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The PSNet Collection: All Content

The AHRQ PSNet Collection comprises an extensive selection of resources relevant to the patient safety community. These resources come in a variety of formats, including literature, research, tools, and Web sites. Resources are identified using the National Library of Medicine’s Medline database, various news and content aggregators, and the expertise of the AHRQ PSNet editorial and technical teams.

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Displaying 1 - 20 of 24 Results
Albanowski K, Burdick KJ, Bonafide CP, et al. AACN Adv Crit Care. 2023;34:189-197.
Alarm (or alert) fatigue occurs when clinicians ignore alarms, usually due to the majority being invalid or nonactionable, and thus fail to respond or respond more slowly to actionable alerts. The article describes the progress made in reducing nonactionable alarms and making actionable alarms more useful to responding clinicians. Clinical approaches include customization of alert parameters to reduce nonactionable alarms, while engineering solutions include reducing the volume or adjusting the tone of auditory alerts.
Wolfe H, Wenger J, Sutton RM, et al. Pediatr Qual Saf. 2020;59:e319.
This article describes the use of “cold” debriefings performed more than one day after in-hospital cardiac arrest events at institutions participating in a pediatric resuscitation quality collaborative. Cold debriefings took place in one-third of events; the median time to debriefing was 26 days. The majority of comments arising from the debriefings involved clinical standards, cooperation and communication. 
Hagedorn PA, Singh A, Luo B, et al. J Hosp Med. 2020;15:378-380.
Secure text messaging has emerged as one method to improve communication between providers and nurses. This paper discusses concerns over alarm fatigue, communication errors and omitting critical verbal communication and provides proposed solutions to support appropriate and effective use of text messaging in a healthcare setting.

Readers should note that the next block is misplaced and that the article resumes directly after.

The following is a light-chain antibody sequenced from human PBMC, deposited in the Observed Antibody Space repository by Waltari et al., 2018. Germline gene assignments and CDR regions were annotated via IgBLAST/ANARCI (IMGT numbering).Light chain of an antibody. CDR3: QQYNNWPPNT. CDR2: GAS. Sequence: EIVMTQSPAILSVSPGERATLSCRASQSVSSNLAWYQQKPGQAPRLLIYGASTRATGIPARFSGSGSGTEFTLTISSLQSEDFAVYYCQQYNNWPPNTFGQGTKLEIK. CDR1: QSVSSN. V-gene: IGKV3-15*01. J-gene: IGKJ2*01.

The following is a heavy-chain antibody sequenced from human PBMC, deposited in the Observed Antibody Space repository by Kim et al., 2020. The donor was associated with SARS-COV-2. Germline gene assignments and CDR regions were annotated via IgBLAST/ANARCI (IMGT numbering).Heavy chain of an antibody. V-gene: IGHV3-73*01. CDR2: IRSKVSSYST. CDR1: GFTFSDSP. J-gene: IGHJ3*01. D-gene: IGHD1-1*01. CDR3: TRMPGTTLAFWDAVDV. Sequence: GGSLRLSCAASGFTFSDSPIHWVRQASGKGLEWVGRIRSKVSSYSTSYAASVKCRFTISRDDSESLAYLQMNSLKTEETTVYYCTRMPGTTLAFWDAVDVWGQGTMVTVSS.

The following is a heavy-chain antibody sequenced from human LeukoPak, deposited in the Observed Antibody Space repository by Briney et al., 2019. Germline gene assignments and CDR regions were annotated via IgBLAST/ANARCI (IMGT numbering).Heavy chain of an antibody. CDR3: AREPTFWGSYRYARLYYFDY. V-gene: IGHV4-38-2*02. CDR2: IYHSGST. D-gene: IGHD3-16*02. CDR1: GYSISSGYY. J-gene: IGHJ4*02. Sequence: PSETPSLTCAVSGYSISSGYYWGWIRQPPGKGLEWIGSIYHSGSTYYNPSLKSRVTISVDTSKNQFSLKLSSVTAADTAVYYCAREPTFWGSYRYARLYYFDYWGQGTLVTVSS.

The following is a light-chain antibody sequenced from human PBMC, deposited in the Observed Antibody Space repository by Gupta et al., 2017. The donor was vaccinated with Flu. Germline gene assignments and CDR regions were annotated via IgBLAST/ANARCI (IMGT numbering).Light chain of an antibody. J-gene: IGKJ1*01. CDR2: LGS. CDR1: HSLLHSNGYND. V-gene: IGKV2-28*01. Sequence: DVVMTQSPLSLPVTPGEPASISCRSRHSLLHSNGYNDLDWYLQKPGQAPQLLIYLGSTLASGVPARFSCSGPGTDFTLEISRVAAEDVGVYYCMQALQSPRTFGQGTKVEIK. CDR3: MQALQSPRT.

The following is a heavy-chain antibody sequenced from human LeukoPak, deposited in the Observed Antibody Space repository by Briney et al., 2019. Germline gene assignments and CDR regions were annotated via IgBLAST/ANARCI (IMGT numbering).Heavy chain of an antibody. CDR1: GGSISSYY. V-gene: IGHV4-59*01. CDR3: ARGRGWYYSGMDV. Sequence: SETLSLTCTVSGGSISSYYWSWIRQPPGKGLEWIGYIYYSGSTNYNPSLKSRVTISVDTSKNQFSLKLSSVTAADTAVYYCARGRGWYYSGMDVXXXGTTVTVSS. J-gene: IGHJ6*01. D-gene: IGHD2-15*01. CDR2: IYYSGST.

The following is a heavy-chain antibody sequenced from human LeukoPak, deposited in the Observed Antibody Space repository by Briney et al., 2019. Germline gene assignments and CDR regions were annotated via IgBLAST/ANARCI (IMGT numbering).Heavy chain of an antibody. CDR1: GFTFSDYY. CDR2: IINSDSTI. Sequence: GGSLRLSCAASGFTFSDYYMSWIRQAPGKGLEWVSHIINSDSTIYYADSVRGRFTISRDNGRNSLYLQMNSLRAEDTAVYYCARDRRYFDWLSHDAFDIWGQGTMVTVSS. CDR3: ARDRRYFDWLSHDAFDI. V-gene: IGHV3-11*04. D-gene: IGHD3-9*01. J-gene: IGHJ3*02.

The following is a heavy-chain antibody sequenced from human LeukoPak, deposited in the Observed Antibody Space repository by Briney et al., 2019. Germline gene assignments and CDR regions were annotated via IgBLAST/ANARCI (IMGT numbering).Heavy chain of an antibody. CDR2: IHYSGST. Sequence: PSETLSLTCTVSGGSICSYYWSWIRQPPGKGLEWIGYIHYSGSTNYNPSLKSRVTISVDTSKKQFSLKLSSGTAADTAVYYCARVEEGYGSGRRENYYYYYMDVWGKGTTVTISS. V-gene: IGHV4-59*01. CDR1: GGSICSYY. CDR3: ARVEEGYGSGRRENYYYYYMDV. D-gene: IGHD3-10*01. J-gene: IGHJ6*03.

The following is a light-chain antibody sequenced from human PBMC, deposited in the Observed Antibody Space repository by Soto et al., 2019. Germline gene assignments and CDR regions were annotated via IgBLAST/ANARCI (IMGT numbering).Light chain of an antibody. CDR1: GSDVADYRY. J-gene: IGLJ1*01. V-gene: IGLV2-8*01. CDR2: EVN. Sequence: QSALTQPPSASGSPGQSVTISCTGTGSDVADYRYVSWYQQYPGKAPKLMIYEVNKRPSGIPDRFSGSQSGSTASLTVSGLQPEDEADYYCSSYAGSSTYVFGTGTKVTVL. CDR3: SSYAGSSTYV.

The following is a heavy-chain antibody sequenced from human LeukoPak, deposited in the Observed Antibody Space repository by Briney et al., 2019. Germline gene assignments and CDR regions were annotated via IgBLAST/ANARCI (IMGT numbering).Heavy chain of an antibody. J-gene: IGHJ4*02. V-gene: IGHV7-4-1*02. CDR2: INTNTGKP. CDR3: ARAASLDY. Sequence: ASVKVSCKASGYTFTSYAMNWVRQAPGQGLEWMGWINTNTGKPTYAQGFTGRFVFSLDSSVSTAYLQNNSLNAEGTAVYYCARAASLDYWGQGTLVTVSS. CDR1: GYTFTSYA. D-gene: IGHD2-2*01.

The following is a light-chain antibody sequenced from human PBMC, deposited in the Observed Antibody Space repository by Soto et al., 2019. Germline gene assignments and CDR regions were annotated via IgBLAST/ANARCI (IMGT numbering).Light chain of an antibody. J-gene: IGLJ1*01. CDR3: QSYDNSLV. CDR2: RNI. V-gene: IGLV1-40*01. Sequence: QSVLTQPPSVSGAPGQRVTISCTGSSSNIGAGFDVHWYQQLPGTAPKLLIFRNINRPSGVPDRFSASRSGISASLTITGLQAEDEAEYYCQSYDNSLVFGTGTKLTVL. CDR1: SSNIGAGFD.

Lake ET, Roberts KE, Agosto PD, et al. J Patient Saf. 2021;17:e1546-e1552.
The nursing work environment affects patient safety. This cross-sectional study surveyed nearly 2000 pediatric acute care nurses about their work environment and safety culture. Researchers measured the hospital work environment using a validated scale, and they assessed safety using the AHRQ Survey on Patient Safety Culture. A culture of blame and fear of speaking up remained prevalent among nurses participating in this survey. As with prior studies, investigators found an association between a high-functioning work environment and positive safety culture. The authors recommend enhancing pediatric acute care work environments for nurses in order to improve patient safety. A previous PSNet interview discussed how nurse staffing and the work environment can affect patient safety and outcomes.
Parshuram CS, Dryden-Palmer K, Farrell C, et al. JAMA. 2018;319:1002-1012.
Identifying incipient clinical deterioration is a prerequisite for rapid response and prevention of harm for hospitalized patients. This study tested a bedside pediatric early warning system, which included an illness severity score, standardized documentation, and monitoring protocols. In a cluster-randomized trial in several high-income countries, implementation of the bundle did not result in decreased in-hospital mortality compared to usual care. The overall mortality rate in the study was less than 0.2%. The authors suggest that this unexpectedly low mortality rate may have made it difficult to detect differences in intervention versus control hospitals. A related editorial suggests that artificial intelligence should be used to identify clinical deterioration and that outcomes beyond mortality should be considered in their evaluation.